Personally, I think that we're living in a much more fundamental world than technical at present. As Mr o'Clubs said above, using technicals to enter exit trades is great but fundamentals drive direction as well as give indications of future stress.

IMHO markets are and have been for the last +4yrs drive by fear and over-excitement. In such an environment, having a good grasp of the fundamentals means you can anticipate likely outcomes and position according for the somewhat crazy moves that happen as a result. e.g. today was the ESM ruling, was almost a given that it would be ratified by the German supreme court. An upcoming one is QE, most people expect that QE is a given however, there are a couple of fundamental reasons why the Fed may not act on Thurs. e.g. Looming fiscal cliff (what if they have no more bullets), also the actual stock of treasuries or MBS available to buy. Personally, in relation to QE i'm erring on the side of them probably going but i think it's only marginally in favour of QE3 (55-60% probability). My point is though, understanding these issues can help your p/l a LOT!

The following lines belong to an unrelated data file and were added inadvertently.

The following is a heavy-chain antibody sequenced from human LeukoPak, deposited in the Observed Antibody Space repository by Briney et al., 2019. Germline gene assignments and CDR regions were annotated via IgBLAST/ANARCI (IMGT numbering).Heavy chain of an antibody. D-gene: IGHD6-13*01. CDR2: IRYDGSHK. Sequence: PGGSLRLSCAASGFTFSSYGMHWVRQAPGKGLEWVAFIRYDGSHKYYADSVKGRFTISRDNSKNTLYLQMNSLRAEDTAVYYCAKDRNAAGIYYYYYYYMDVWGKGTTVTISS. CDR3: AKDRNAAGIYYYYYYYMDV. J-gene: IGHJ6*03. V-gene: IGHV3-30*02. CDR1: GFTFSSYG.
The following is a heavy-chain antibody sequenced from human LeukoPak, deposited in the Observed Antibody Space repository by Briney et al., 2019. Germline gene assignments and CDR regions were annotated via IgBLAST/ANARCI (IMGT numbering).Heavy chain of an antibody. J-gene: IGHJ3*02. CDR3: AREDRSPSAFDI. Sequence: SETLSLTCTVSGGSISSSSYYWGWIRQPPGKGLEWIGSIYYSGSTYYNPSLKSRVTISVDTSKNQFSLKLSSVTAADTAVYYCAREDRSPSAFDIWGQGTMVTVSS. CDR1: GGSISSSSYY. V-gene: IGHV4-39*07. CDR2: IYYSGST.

ps some days, I don't even look at charts when I trade but then hey i'm only a rookie member ;)

it's true - fundamental news almost everytime change trends
 

Blueflyer

Newbie
3 0
I'm interested in learning more about how fundermental analysis can identify or support good trading opportunities, as I believe having a solid FA and TA indicator would be a a great thing. Does any one have some good resources that can point me in the right direction of what FA indicators should be used?
 

chinabean

Active member
109 9
It depends, are we talking purely equities or more general? If equities then you need to obviously be honed into what factors affect specific sectors etc. eg cyclical sectors and what not.

If you're talking more generally then you should be reading as much as possible in terms of what is actually going on in the world re the macro picture. In this regard, unfortunately there is no short-cut, it is time-intensive but if you really are interested in markets then it should be interesting stuff to read. Personally, I read (and take with a pinch of salt) broker notes, macro blogs and obviously daily news via Bloomberg, reuters and the FT. In addition, the economist has good articles as project syndicate. I don't neccessarily agree with everything or sometimes much of what I read but I find it useful to find out what a) other people are thinking as that may be reflective of the market and b) what could potentially happen in the future.